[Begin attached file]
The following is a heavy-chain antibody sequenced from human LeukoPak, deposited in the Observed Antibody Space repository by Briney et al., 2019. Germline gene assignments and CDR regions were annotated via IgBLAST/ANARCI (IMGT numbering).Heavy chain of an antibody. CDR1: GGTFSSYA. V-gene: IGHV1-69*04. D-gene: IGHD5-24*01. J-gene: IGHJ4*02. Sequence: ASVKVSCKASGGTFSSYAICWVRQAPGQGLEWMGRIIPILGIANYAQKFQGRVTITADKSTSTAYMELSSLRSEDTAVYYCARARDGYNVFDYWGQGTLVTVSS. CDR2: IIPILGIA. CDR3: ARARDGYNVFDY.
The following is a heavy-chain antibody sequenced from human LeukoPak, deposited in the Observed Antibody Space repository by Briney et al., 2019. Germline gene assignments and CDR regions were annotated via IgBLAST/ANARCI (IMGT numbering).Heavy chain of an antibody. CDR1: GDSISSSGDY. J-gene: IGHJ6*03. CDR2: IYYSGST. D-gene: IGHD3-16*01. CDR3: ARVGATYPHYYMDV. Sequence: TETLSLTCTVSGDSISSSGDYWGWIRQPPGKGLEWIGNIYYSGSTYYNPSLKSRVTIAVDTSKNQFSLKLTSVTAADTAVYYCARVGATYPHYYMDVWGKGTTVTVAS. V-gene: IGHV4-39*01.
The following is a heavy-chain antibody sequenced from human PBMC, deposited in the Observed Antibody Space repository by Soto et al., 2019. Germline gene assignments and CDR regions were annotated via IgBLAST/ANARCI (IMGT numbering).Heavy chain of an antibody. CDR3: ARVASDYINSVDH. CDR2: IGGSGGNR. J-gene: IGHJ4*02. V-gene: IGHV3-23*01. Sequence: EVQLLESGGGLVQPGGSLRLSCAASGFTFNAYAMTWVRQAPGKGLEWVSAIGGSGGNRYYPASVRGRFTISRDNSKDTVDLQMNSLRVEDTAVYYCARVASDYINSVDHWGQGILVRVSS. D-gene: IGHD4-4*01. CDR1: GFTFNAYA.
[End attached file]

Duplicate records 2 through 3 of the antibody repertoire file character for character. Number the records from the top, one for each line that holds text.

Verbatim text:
The following is a heavy-chain antibody sequenced from human LeukoPak, deposited in the Observed Antibody Space repository by Briney et al., 2019. Germline gene assignments and CDR regions were annotated via IgBLAST/ANARCI (IMGT numbering).Heavy chain of an antibody. CDR1: GDSISSSGDY. J-gene: IGHJ6*03. CDR2: IYYSGST. D-gene: IGHD3-16*01. CDR3: ARVGATYPHYYMDV. Sequence: TETLSLTCTVSGDSISSSGDYWGWIRQPPGKGLEWIGNIYYSGSTYYNPSLKSRVTIAVDTSKNQFSLKLTSVTAADTAVYYCARVGATYPHYYMDVWGKGTTVTVAS. V-gene: IGHV4-39*01.
The following is a heavy-chain antibody sequenced from human PBMC, deposited in the Observed Antibody Space repository by Soto et al., 2019. Germline gene assignments and CDR regions were annotated via IgBLAST/ANARCI (IMGT numbering).Heavy chain of an antibody. CDR3: ARVASDYINSVDH. CDR2: IGGSGGNR. J-gene: IGHJ4*02. V-gene: IGHV3-23*01. Sequence: EVQLLESGGGLVQPGGSLRLSCAASGFTFNAYAMTWVRQAPGKGLEWVSAIGGSGGNRYYPASVRGRFTISRDNSKDTVDLQMNSLRVEDTAVYYCARVASDYINSVDHWGQGILVRVSS. D-gene: IGHD4-4*01. CDR1: GFTFNAYA.